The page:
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Academic Language and English Language Learners

In this webcast, Robin Scarcella provides an overview of academic language instruction for English language learners, as well as teaching strategies, activity ideas, and recommended resources.

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Program description

Featuring Dr. Robin Scarcella, providing an overview of academic language instruction for English language learners, as well as teaching strategies, activity ideas, and recommended resources.

This free webcast is made possible by AFT Teachers, a division of the American Federation of Teachers, as part of a Colorín Colorado partnership between AFT and Reading Rockets.


Dr. Robin Scarcella is Professor at the University of California at Irvine, where she also serves as the Director of the Program in Academic English and ESL. She has written over sixty scholarly publications on ESL teaching and L2 acquisition, edited numerous volumes, and written many methodology books and textbooks. Her articles have appeared in such journals as the TESOL Quarterly, Language Learning, Brain and Language and Second Language Research. She has presented at conferences in the United States, Canada, Central America, South America, Europe and the Middle East. In the last four years, she has provided teacher professional development workshops to over 10,000 elementary and secondary teachers. Her most recent volume is Accelerating Academic English. She received her doctoral degree in Linguistics at the University of Southern California and her masters in Second Language Acquisition-Education from Stanford University.

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Related resources

Articles and books by our presenter

  • Scarcella, R. (2003). Academic English: A Conceptual Framework. The University of California Linguistic Minority Research Institute. Technical Report 2003-1.

Other readings

  • Aukerman, M. (2007). A culpable CALP: Rethinking the conversational/academic language proficiency distinction in early literacy instruction. The Reading Teacher, 60, 626-635.
  • Brown, C. L. (2007). Supporting English language learners in content-reading. Reading Improvement, 44, 32-39.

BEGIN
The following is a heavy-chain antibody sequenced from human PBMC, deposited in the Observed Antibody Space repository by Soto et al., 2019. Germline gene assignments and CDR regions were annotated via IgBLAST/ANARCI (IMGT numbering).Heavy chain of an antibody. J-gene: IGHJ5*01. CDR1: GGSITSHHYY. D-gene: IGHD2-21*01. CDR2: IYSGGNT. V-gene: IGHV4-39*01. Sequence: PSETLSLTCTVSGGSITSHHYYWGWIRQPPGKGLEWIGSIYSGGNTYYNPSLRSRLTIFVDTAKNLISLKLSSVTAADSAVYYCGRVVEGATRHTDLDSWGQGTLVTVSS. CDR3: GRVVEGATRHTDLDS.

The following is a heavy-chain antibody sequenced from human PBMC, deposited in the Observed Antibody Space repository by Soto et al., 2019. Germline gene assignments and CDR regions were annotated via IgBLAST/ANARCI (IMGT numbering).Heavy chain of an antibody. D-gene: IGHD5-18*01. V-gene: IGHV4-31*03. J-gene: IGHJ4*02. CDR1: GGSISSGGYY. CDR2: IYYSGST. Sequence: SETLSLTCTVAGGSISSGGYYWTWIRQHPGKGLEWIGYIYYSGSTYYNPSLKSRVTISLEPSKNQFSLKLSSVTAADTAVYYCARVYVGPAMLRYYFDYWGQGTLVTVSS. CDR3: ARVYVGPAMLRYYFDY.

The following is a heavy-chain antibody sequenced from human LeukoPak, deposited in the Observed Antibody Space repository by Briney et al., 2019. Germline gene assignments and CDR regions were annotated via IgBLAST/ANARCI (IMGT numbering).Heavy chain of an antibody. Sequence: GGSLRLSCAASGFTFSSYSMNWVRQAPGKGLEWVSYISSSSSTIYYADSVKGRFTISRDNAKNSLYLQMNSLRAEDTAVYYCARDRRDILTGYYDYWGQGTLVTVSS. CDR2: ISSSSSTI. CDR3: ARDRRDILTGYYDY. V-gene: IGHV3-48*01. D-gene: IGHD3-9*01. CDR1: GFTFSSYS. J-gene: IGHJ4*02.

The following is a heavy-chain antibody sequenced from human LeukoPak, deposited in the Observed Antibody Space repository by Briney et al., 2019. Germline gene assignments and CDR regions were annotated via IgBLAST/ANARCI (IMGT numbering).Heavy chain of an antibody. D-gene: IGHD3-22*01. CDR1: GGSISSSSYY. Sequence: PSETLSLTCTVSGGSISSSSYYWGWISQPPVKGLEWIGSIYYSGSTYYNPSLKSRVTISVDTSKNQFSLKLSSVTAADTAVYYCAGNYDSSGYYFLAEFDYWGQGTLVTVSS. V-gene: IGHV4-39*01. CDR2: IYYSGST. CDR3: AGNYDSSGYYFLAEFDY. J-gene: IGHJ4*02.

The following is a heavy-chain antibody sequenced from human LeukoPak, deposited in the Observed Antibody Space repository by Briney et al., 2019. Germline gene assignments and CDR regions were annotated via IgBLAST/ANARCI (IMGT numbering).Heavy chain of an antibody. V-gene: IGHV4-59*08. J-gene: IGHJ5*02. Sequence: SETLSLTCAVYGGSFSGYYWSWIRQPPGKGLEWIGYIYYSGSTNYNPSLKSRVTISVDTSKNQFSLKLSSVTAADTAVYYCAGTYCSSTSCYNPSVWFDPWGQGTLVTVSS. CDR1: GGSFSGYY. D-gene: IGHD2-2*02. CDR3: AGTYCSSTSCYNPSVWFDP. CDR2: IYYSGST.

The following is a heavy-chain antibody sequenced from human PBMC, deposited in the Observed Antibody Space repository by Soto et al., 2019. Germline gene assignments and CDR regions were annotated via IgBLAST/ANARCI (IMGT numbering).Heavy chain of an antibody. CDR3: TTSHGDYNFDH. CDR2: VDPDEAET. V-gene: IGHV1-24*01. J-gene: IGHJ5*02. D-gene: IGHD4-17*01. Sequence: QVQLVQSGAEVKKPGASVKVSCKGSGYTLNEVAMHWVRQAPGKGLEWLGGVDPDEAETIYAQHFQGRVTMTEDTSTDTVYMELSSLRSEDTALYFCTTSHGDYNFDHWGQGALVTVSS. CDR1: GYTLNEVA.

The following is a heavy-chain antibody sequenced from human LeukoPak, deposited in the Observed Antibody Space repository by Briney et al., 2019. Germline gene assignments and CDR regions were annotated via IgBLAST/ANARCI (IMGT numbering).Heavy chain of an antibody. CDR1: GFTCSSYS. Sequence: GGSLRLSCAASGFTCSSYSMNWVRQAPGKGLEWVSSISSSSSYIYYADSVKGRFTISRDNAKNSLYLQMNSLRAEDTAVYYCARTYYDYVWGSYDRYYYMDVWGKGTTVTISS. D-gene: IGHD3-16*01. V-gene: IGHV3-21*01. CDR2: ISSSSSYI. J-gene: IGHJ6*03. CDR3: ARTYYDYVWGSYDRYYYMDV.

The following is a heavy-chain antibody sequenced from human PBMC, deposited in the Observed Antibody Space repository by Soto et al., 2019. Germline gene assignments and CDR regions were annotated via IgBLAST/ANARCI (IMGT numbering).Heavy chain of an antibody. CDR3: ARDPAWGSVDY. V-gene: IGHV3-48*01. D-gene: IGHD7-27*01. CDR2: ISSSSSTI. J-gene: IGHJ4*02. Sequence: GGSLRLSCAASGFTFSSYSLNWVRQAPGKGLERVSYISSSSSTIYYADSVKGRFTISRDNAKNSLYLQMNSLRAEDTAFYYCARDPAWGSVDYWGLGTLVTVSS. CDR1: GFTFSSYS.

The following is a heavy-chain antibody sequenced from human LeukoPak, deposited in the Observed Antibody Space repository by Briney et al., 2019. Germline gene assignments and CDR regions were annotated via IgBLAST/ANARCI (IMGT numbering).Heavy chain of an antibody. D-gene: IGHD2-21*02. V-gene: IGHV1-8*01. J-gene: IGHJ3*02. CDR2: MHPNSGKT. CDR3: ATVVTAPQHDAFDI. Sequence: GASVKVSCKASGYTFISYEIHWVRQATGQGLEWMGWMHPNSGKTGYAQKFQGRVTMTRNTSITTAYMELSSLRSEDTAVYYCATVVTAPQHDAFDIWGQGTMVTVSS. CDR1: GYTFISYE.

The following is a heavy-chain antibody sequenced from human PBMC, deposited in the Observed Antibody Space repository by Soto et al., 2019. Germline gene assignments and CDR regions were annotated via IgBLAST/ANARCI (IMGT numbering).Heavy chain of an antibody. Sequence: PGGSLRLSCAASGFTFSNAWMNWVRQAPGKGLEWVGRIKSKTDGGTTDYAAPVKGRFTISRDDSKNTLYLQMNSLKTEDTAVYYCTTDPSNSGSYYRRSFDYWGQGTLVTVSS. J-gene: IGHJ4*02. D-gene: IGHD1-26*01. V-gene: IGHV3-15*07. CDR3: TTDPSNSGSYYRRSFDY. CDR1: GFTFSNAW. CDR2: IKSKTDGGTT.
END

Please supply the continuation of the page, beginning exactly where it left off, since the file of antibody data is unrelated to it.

• Cruz, M. (2004). Can English language learners acquire academic English? English Journal, 93, 14-31.
  • Institute of Education Sciences. (2007). IES Practice Guide: Effective literacy and English language instruction for English learners in the elementary grades. Washington, D.C.: U.S. Department of Education.
  • Rubinstein-Ávila, E. (2006). Connecting with Latino learners. Educational Leadership, 63, 38-43.
  • Zwiers, J. (2005). The Third Language of Academic English. Educational Leadership, 62, 60-63.
  • Zwiers, J. (2008). Building Academic Language: Essential Practices for Content Classrooms, Grades 5-12. San Francisco: John Wiley & Sons, Inc.

Related links

Discussion questions

  1. Describe how academic English differs from the English we use in everyday life. What are some misconceptions people might have about academic language development?
  2. Does your school have an effective, comprehensive academic language curriculum in place? If not, how could you work with colleagues within your school to develop one?
  3. According to Dr. Scarcella, how might academic language instruction be designed to address the needs of both newcomer ELLs and long-term ELLs?
  4. Based on what you heard today, can you describe skills other than vocabulary knowledge that are essential to academic language proficiency?
  5. What types of professional development activities do you think would be helpful to teachers who want to learn more about effective academic English instruction?